Table 2. Ethanol yield and sugar utilization during batch fermentation using immobilized Z. mobilis 3881 and 3883 (pH controlled 5.2, temp. 30°C, 150 rpm)

Run (change of medium
every 48 h)

(% w/v)

Ethanol yield
(% of theoretical)

Glucose used (%)


Z.m. 3881

Z.m. 3883

Z.m. 3881

Z.m. 3883

Z.m. 3881

Z.m. 3883


5.26 ± 0.04

6.06 ± 0.04

72.46 ± 0.57

85.87 ± 0.58

96.67 ± 0.02

97.86 ± 0.02


6.31 ± 0.07

6.24 ± 0.07

86.07 ± 0.99

88.46 ± 1.00

97.65 ± 0.02

97.87 ± 0.03


6.53 ± 0.04

6.20 ± 0.22

89.04 ± 0.52

88.32 ± 1.13

97.69 ± 0.06

97.61 ± 0.02

Continuous fermentation of glucose medium (100 g/dm3) was tested on 0.38 dm3 working capacity bioreactor with gentle stirring (50 rpm). Dilution rates from 0.1 to 0.25 (h-1) was used (Fig.1)

Figure 1. The influence of dilution rate on sugar utilization and ethanol production by Z. mobilis 3883 on glucose medium (100 g/l) during continuous fermentation.

The yields of ethanol was lower than in batch fermentation again. Productivity reached only 6.7 g/dm3*h for Z. mobilis 3883 which was still better then the productivity of another strain. Those relatively low values was connected with fact that the significant wash out of bacterial cells from bioreactor took place. It caused decrease of sugar utilization and ethanol production with growing dilution rate. The results were comparable to those cited in literature (Ishizaki et al. 1994).

Fig. 1. The influence od dilution rate on sugar utilization and ethanol production by Z. mobilis 3883 on glucose medium (100 g/l) during continuous fermentation.

The same bioreactor BioFlo C30 (New Brunswick) was used, filled with 180 g of alginic beads containing immobilized bacteria or yeasts. Gentle stirring (50 rpm) was employed which did not destroyed the structure of gel.

Using the immobilized system higher dilution rates could be applied which markedly increased the productivities of the used bioreactor. The glucose concentration in the medium was also increased to 130 g/dm3. Dilution rates from 0.2 h-1 to more than 1.0 h-1 were tested. Different profile of reaction to the increase of dillution rate were obtained for the two tested strains. For strain Z. mobilis 3881 the productivity was increasing with the increase of amount of medium pumped to the bioreactor (dilution rate) with relatively stabile ethanol yield (Fig 2 and 3).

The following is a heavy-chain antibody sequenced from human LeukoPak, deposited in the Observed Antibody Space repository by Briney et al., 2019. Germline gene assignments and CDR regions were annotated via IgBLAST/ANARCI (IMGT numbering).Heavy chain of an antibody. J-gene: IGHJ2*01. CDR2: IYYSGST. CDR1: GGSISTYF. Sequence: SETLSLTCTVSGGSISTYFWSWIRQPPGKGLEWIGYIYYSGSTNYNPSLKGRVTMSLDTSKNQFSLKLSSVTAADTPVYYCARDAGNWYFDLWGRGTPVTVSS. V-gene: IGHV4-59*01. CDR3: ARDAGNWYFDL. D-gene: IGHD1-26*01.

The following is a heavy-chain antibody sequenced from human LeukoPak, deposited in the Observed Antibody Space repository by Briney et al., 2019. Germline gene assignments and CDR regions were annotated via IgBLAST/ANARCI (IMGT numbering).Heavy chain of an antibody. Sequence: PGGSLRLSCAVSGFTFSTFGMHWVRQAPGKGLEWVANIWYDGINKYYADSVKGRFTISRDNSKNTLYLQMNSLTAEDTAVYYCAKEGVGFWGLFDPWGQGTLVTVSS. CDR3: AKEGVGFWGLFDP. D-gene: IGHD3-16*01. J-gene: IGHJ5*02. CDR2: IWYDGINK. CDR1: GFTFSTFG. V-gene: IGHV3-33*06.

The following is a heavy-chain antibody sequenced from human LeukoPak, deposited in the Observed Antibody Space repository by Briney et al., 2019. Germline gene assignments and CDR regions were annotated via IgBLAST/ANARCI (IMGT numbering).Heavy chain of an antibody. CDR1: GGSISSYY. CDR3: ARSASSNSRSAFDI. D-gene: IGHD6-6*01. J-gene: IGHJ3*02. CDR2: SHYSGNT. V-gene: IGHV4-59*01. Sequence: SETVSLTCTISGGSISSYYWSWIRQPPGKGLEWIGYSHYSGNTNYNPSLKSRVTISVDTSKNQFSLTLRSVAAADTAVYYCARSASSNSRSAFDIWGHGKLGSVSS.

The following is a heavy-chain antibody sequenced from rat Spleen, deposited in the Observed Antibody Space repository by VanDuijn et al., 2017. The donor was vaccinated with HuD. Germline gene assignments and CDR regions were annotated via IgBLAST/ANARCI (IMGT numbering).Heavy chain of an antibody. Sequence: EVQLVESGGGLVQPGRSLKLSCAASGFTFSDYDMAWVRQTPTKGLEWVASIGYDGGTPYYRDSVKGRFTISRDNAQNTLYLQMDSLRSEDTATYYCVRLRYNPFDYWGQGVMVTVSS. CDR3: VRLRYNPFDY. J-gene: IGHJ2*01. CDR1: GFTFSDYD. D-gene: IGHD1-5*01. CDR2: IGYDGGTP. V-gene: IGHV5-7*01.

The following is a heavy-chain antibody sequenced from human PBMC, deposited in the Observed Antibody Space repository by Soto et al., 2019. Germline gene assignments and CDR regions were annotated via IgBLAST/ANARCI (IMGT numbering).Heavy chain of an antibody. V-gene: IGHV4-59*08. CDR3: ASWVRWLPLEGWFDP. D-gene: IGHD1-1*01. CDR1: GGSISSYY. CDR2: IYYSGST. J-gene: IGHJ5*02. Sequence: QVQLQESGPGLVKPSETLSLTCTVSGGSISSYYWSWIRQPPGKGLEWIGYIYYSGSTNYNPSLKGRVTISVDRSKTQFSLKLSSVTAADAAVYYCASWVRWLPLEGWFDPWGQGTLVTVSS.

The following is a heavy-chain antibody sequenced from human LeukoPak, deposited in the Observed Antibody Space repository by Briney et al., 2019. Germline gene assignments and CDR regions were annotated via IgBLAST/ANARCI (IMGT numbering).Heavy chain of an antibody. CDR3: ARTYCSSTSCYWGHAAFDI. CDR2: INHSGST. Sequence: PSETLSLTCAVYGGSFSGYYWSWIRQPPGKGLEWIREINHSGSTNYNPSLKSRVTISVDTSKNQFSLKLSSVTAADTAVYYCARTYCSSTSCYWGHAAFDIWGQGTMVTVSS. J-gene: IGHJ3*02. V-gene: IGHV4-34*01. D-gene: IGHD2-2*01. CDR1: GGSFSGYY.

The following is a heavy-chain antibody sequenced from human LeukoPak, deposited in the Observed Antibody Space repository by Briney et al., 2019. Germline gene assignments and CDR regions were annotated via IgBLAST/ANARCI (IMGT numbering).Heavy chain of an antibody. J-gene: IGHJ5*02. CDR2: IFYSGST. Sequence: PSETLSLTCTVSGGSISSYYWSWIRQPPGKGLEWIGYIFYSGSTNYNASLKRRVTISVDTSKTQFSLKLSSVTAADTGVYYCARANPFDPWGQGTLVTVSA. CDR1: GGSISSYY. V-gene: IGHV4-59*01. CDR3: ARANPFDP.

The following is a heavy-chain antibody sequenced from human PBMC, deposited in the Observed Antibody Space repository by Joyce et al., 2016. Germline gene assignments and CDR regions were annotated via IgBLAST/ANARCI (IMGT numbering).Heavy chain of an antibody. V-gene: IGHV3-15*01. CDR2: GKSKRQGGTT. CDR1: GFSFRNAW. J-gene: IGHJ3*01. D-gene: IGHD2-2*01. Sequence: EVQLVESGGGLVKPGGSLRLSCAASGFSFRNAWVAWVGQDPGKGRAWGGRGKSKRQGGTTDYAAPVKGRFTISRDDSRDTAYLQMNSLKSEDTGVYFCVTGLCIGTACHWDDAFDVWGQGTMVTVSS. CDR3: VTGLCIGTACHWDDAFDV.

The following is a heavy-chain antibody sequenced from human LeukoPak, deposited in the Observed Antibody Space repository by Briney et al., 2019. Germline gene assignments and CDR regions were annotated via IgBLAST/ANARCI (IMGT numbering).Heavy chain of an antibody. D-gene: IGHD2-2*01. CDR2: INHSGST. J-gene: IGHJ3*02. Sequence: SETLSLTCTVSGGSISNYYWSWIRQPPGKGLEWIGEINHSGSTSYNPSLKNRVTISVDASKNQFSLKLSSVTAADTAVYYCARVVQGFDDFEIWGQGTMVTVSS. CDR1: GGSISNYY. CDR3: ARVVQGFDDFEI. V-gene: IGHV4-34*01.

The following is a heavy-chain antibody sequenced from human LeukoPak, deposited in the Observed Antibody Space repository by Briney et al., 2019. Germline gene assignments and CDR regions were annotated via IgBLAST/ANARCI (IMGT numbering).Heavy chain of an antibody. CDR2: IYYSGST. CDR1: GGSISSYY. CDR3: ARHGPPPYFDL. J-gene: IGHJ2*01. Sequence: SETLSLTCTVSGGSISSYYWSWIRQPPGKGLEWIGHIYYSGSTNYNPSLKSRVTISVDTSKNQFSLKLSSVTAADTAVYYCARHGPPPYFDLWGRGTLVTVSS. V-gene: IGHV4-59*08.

Figure 2. The influence of dilution rate on ethanol yield (% of theoretical) and bioreactor productivity during continuous fermentation of glucose medium by immobilized in alginate Z. mobilis 3881 cells

Figure 3. Sugars utilization, ethanol production and productivity during continuous fermentation 128 g/l glucose medium by immobilized Z. mobilis 3881.

Figure 4. Sugars utilization, ethanol production and productivity during continuous fermentation 130 g/l glucose medium by immobilized Z. mobilis 3883

Figure 5. The influence of dilution rate on ethanol yield (% of theoretical) and bioreactor productivity during continuous fermentation of glucose medium by immobilized in alginate Z. mobilis 3883 cells

Strain Z. mobilis 3883 was less stabile and got its optimum in D=0.5 h-1 (productivity 32.3 g/dm3*h, ethanol yield 96.6% of theoretical). The farther increase of dilution rate gave the higher productivity (40 g/dm3*h) but the ethanol yield was dramatically lower (less than 70% of theoretical) (Fig. 4 and 5).

The productivities of ethanol during continuous fermentation with immobilized in alginate beads bacterial cells were high reaching 40-50 g/dm3 of fermentor working volume in one hour. High productivity of this system decreases both the investment costs (low capacity of bioreactors) and operation costs in ethanol fermentation processes (Busche et al. 1992, Queresi and Manderson 1995).

The above advantages of bacterial continuous fermentation with immobilized cells, from the other hand, were demonstrated on rich glucose medium. There is evidence that the situation might be different when industrial media when rye mashes are used (almost 90% of ethanol is produced in Poland from rye). The yield of tested bacteria are the same as industrial yeasts in batch fermentation but difficulties with pumping the highly viscous medium makes continuous technique less useful (Nowak 1999). However there is to emphasise that bacteria are more suitable for ethanol production than yeasts, when more dynamic, continuous fermentation techniques are used, especially with immobilized cells.

As it seems that a serious challenge will concern bioethanol-producing industry in Central Europe when fuel bioethanol government programs will be opened, applying of more productive techniques and microorganisms must be taken into account. Zymomonas mobilis appears to have considerable potential for industrial alcohol production especially for high productivity fermentation systems.


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  • Submited:
    Jacek Nowak
    Institute of Food Technology of Plant Origin
    Agricultural University of Poznań
    31 Wojska Polskiego, 60-624 Poznań, Poland
    e-mail: jacnow@owl.au.poznan.pl